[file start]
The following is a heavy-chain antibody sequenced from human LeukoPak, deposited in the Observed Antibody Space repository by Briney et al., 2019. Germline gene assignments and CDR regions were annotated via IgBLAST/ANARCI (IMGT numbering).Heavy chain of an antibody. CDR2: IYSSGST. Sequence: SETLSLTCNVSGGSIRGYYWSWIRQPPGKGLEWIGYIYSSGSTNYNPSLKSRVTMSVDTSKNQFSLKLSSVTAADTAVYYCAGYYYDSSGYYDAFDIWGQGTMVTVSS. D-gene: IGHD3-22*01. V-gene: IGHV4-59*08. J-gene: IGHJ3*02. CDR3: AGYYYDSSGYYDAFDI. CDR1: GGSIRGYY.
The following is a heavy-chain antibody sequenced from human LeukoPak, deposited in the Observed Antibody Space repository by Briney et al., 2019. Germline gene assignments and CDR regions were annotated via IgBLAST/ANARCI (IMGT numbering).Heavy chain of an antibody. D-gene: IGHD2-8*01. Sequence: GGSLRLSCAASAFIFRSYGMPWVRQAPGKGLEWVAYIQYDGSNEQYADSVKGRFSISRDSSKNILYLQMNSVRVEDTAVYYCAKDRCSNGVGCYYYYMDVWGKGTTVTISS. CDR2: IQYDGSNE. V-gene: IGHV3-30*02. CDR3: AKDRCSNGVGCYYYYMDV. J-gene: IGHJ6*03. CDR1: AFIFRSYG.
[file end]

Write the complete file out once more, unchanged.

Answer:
The following is a heavy-chain antibody sequenced from human LeukoPak, deposited in the Observed Antibody Space repository by Briney et al., 2019. Germline gene assignments and CDR regions were annotated via IgBLAST/ANARCI (IMGT numbering).Heavy chain of an antibody. CDR2: IYSSGST. Sequence: SETLSLTCNVSGGSIRGYYWSWIRQPPGKGLEWIGYIYSSGSTNYNPSLKSRVTMSVDTSKNQFSLKLSSVTAADTAVYYCAGYYYDSSGYYDAFDIWGQGTMVTVSS. D-gene: IGHD3-22*01. V-gene: IGHV4-59*08. J-gene: IGHJ3*02. CDR3: AGYYYDSSGYYDAFDI. CDR1: GGSIRGYY.
The following is a heavy-chain antibody sequenced from human LeukoPak, deposited in the Observed Antibody Space repository by Briney et al., 2019. Germline gene assignments and CDR regions were annotated via IgBLAST/ANARCI (IMGT numbering).Heavy chain of an antibody. D-gene: IGHD2-8*01. Sequence: GGSLRLSCAASAFIFRSYGMPWVRQAPGKGLEWVAYIQYDGSNEQYADSVKGRFSISRDSSKNILYLQMNSVRVEDTAVYYCAKDRCSNGVGCYYYYMDVWGKGTTVTISS. CDR2: IQYDGSNE. V-gene: IGHV3-30*02. CDR3: AKDRCSNGVGCYYYYMDV. J-gene: IGHJ6*03. CDR1: AFIFRSYG.